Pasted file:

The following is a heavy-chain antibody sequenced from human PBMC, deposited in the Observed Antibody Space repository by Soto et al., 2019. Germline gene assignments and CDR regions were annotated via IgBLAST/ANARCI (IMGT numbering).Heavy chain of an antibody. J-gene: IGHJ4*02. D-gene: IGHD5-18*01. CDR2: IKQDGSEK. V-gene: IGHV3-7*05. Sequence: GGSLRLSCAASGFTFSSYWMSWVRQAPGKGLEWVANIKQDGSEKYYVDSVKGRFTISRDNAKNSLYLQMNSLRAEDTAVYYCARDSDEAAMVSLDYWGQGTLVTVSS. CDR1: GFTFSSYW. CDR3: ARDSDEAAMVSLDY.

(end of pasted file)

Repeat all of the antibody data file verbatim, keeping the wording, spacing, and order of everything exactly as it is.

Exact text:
The following is a heavy-chain antibody sequenced from human PBMC, deposited in the Observed Antibody Space repository by Soto et al., 2019. Germline gene assignments and CDR regions were annotated via IgBLAST/ANARCI (IMGT numbering).Heavy chain of an antibody. J-gene: IGHJ4*02. D-gene: IGHD5-18*01. CDR2: IKQDGSEK. V-gene: IGHV3-7*05. Sequence: GGSLRLSCAASGFTFSSYWMSWVRQAPGKGLEWVANIKQDGSEKYYVDSVKGRFTISRDNAKNSLYLQMNSLRAEDTAVYYCARDSDEAAMVSLDYWGQGTLVTVSS. CDR1: GFTFSSYW. CDR3: ARDSDEAAMVSLDY.